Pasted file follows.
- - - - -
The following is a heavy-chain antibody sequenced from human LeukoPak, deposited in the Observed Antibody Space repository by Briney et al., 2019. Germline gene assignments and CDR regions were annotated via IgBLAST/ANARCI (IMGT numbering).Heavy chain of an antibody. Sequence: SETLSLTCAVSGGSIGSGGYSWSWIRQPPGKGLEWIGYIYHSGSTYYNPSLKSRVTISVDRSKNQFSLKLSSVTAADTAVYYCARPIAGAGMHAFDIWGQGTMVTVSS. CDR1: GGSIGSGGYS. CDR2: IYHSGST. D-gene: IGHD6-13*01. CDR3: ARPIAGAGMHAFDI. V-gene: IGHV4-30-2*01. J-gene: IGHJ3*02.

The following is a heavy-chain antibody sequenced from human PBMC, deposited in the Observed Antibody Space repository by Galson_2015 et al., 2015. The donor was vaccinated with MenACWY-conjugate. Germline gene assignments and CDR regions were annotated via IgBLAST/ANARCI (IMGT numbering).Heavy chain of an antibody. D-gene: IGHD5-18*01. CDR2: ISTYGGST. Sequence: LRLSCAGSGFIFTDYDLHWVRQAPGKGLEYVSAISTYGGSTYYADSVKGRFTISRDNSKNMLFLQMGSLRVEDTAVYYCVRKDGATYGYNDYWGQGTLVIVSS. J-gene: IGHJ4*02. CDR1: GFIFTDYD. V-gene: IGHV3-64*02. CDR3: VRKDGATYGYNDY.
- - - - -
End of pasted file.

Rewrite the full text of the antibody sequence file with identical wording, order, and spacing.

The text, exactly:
The following is a heavy-chain antibody sequenced from human LeukoPak, deposited in the Observed Antibody Space repository by Briney et al., 2019. Germline gene assignments and CDR regions were annotated via IgBLAST/ANARCI (IMGT numbering).Heavy chain of an antibody. Sequence: SETLSLTCAVSGGSIGSGGYSWSWIRQPPGKGLEWIGYIYHSGSTYYNPSLKSRVTISVDRSKNQFSLKLSSVTAADTAVYYCARPIAGAGMHAFDIWGQGTMVTVSS. CDR1: GGSIGSGGYS. CDR2: IYHSGST. D-gene: IGHD6-13*01. CDR3: ARPIAGAGMHAFDI. V-gene: IGHV4-30-2*01. J-gene: IGHJ3*02.

The following is a heavy-chain antibody sequenced from human PBMC, deposited in the Observed Antibody Space repository by Galson_2015 et al., 2015. The donor was vaccinated with MenACWY-conjugate. Germline gene assignments and CDR regions were annotated via IgBLAST/ANARCI (IMGT numbering).Heavy chain of an antibody. D-gene: IGHD5-18*01. CDR2: ISTYGGST. Sequence: LRLSCAGSGFIFTDYDLHWVRQAPGKGLEYVSAISTYGGSTYYADSVKGRFTISRDNSKNMLFLQMGSLRVEDTAVYYCVRKDGATYGYNDYWGQGTLVIVSS. J-gene: IGHJ4*02. CDR1: GFIFTDYD. V-gene: IGHV3-64*02. CDR3: VRKDGATYGYNDY.